About a quarter of Singapore’s 177,100 work pass holders are from India. (File)


Meta, Facebook’s parent company, has announced it will lay off about 11,000 employees, or 13 percent of its global workforce. It is the first mass layoff exercise for the 18-year-old social media giant.

The Asia Pacific headquarters in Singapore was not spared. Media reports speculated that of an estimated 1,000 workers in Singapore, perhaps as many as 100 have been affected, the majority of whom are techies, including software engineers.

Based on 2021 Singapore Ministry of Manpower figures, about a quarter of the country’s 177,100 work pass holders or about 45,000 are from India. Employment card holders are the highest qualified foreign professionals allowed to work in the country and must earn a minimum of SGD 5,000 ($3,700) per month.

No doubt many of these are impacted not only by the Meta layoffs, but other layoffs in the technology sector as well.

Tech companies around the world and in Singapore, a major tech hub where many of the tech giants house their regional headquarters, are freezing to adoption or downsizing in the face of sluggish consumer spending, higher interest rates and inflation.

Singapore-based gaming and e-commerce powerhouse Sea Limited, the parent company of Garena (publisher of games like League of Legends and Free Fire) and Shopee, made two budget cuts in June and September and withdrew job openings. According to the company’s most recent annual report, Sea employed 67,300 employees at the end of 2021, doubling its workforce the previous year.

After a net loss of $931 million in the second quarter of this year, and amid rising borrowing costs and a slowing global economy, the company reduced its overseas footprint and peripheral operations with the goal of increasing profitability by expanding its position in its key markets and core products.

The company has not disclosed the number of layoffs, but job losses in Singapore and in its offices around the world are estimated to be in the hundreds.

“A lot happened last year that a lot of cheap capital in the market flooded the market (allowing companies to really grow at any cost,” Jessica Huang Pouleur, a partner at venture capital firm Openspace, told CNBC in June. “What happened was that people were hired very quickly. You have a problem; you just throw people at it. I think we’ll probably see more of it over the course of the next few months.”

Southeast Asian companies downsizing in mid-year include Singapore-based digital asset manager StashAway, which laid off 31 employees, or 14 percent of its workforce, and currency exchange Crypto.com, which laid off 260 employees, or 5 percent of its workforce. workforce in Singapore.

Meanwhile, Malaysian online shopping platform iPrice also cut 250 employees, or 25 percent of its workforce, and Indonesian education technology company Zenius laid off more than 200 workers.

In November, digital payments start-up Stripe and social media network Twitter were among the companies forced to cut jobs in their Singapore offices.

On November 3, Stripe announced it would cut its global workforce by 1,000, or 14 percent. After the job cuts, Stripe will have about 7,000 employees. Some jobs in Singapore were also affected.

A day later, Twitter laid off half of its global workforce or about 3,700 employees — a week after Elon Musk’s acquisition. Those in the Singapore office were also affected. Singapore’s Straits Times reported that those affected included personnel from the engineering, sales and marketing teams.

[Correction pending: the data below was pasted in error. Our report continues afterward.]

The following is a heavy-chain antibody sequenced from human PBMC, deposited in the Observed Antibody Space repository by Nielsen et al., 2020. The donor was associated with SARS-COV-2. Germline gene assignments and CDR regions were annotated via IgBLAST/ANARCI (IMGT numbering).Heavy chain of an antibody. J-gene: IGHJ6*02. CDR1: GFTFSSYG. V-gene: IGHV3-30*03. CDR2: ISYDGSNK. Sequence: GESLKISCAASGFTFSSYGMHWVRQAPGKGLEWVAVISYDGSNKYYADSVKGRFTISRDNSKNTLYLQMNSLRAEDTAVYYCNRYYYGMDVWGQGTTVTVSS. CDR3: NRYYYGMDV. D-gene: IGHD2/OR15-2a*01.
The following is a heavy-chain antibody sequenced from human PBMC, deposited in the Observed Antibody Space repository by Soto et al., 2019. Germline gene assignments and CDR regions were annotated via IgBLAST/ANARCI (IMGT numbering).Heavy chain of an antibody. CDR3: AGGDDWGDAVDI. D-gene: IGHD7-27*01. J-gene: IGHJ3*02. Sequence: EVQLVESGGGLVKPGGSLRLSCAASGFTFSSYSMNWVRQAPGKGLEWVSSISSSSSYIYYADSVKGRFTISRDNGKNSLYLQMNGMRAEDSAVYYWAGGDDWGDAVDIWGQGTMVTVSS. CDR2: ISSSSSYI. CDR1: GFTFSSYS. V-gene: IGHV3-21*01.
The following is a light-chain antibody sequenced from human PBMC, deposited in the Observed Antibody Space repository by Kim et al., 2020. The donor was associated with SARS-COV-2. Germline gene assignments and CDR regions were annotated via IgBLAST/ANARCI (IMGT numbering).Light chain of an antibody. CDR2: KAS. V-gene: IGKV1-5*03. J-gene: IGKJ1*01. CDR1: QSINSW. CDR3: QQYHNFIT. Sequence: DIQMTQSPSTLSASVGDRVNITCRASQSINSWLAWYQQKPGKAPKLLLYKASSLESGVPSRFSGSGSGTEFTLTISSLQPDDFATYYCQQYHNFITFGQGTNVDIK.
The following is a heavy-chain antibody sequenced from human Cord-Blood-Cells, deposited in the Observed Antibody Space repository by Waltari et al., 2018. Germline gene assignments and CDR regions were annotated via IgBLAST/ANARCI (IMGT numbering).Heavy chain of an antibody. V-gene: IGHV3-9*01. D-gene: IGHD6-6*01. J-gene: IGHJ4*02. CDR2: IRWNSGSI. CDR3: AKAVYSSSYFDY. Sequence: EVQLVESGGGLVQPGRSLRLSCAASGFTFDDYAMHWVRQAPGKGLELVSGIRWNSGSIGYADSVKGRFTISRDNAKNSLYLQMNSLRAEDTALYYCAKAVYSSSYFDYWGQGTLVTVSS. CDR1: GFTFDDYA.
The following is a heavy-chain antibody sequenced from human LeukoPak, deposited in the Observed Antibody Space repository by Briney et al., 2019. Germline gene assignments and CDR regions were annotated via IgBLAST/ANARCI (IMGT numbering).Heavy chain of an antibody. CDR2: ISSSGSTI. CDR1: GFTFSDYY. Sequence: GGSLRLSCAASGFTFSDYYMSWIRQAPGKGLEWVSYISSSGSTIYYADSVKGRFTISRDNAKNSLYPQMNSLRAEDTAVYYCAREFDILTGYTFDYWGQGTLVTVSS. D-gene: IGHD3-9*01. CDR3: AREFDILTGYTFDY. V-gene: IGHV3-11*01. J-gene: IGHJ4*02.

Start-ups in the region were particularly affected by a drop in venture capital funding this year. Funding in the region fell 7 percent to $36.3 billion in the first quarter of 2022 compared to the same quarter last year, according to a report from Crunchbase.

Many tech companies expanded rapidly during the COVID pandemic as much of the world stayed home and adopted habits that caused a spike in demand for online services. As consumer behavior began to normalize after the lockdowns, some of these habits have changed. This coupled with inflation and rising interest rates has put pressure on all tech companies. Some are calling the recent fall in share prices of major tech companies an overdue correction.

While technology revenue and jobs will be impacted in the near term and market volatility is likely for the foreseeable future, the technology industry is expected to continue to grow in the long term.

A recent article by consulting and recruiting specialist Mercer says demand for tech jobs and talent in Asia continues to outpace supply. The proof Mercer claims is in the starting salaries for computer graduates.

Comparing Mercer’s 2018 data and taking into account the time it generally takes for a cohort in most locations to complete an average degree, there is significant growth driven primarily by mass hiring in emerging technology markets such as Vietnam (up 59 percent) and as well as lower cities in China (up 22 percent).

In addition, economies across Asia are being digitized. According to a study by Google, Temasek Holdings and Bain & Co, the Internet economy in Southeast Asia is expected to double to $363 billion by 2025, beating the previous forecast of $300 billion.

The technology industry is always going through “periods of major adjustment and correction,” such as the “dot-com bubble” of the mid-1990s to early 2000s, Dr Natalie Pang told Channel NewsAsia. Dr. Pang is a principal investigator at the National University of Singapore’s Center for Trusted Internet and Community.

“Widespread adoption of technology in the workplace and home fueled significant industry growth during the last two years of the pandemic, but the post-pandemic era has highlighted the need for adaptation and correction,” she added. “In the case of the recent layoffs, I would say technology is in a major adjustment period.”